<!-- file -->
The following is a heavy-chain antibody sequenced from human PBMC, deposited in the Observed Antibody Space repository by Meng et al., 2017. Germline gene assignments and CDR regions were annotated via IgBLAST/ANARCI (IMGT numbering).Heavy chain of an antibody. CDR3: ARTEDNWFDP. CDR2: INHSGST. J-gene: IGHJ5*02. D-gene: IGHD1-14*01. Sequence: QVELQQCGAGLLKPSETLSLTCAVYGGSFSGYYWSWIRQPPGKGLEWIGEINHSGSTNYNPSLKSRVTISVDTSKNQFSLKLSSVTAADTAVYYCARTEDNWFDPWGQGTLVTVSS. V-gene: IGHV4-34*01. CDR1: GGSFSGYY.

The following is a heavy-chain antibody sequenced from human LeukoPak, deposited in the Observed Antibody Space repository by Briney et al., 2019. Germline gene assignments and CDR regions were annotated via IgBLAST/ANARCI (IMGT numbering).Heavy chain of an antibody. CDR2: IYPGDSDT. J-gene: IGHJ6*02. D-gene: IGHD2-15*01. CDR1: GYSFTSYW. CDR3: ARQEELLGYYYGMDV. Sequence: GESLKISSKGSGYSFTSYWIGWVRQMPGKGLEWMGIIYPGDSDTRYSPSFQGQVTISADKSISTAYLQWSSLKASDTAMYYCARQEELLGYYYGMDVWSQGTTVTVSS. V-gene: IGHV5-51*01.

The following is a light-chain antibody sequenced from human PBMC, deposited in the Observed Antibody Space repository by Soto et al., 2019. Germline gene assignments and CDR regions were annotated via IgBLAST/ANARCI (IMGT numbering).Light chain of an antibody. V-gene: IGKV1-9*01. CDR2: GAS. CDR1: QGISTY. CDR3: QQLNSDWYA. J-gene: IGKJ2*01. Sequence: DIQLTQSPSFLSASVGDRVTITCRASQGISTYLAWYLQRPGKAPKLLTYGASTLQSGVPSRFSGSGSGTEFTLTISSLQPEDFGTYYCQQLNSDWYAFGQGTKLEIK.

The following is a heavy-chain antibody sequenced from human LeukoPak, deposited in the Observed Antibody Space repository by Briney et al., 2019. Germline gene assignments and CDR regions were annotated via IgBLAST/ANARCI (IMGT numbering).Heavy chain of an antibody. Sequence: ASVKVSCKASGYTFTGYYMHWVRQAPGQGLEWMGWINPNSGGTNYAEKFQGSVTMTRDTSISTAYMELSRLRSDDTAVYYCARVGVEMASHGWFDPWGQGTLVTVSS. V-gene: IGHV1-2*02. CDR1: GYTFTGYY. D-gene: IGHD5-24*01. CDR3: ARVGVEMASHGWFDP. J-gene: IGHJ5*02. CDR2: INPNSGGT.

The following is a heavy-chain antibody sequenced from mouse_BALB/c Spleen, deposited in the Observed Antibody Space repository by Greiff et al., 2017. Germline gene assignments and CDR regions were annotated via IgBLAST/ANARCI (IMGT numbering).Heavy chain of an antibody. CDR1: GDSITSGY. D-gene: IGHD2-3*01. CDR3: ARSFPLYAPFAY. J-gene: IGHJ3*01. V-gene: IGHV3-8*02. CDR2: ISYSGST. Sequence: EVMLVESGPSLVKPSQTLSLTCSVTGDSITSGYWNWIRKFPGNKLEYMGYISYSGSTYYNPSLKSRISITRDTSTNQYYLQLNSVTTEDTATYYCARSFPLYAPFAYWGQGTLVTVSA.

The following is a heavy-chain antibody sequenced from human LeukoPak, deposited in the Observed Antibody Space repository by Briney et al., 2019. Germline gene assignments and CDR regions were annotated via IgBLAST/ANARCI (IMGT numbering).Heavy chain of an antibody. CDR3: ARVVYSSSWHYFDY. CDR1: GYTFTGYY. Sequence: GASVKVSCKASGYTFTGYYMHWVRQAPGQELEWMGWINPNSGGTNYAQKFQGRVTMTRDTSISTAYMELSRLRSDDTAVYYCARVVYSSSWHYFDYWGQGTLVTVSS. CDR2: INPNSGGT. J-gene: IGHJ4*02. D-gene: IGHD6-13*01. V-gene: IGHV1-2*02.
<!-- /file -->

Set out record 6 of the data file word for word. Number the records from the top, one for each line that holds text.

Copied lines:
The following is a heavy-chain antibody sequenced from human LeukoPak, deposited in the Observed Antibody Space repository by Briney et al., 2019. Germline gene assignments and CDR regions were annotated via IgBLAST/ANARCI (IMGT numbering).Heavy chain of an antibody. CDR3: ARVVYSSSWHYFDY. CDR1: GYTFTGYY. Sequence: GASVKVSCKASGYTFTGYYMHWVRQAPGQELEWMGWINPNSGGTNYAQKFQGRVTMTRDTSISTAYMELSRLRSDDTAVYYCARVVYSSSWHYFDYWGQGTLVTVSS. CDR2: INPNSGGT. J-gene: IGHJ4*02. D-gene: IGHD6-13*01. V-gene: IGHV1-2*02.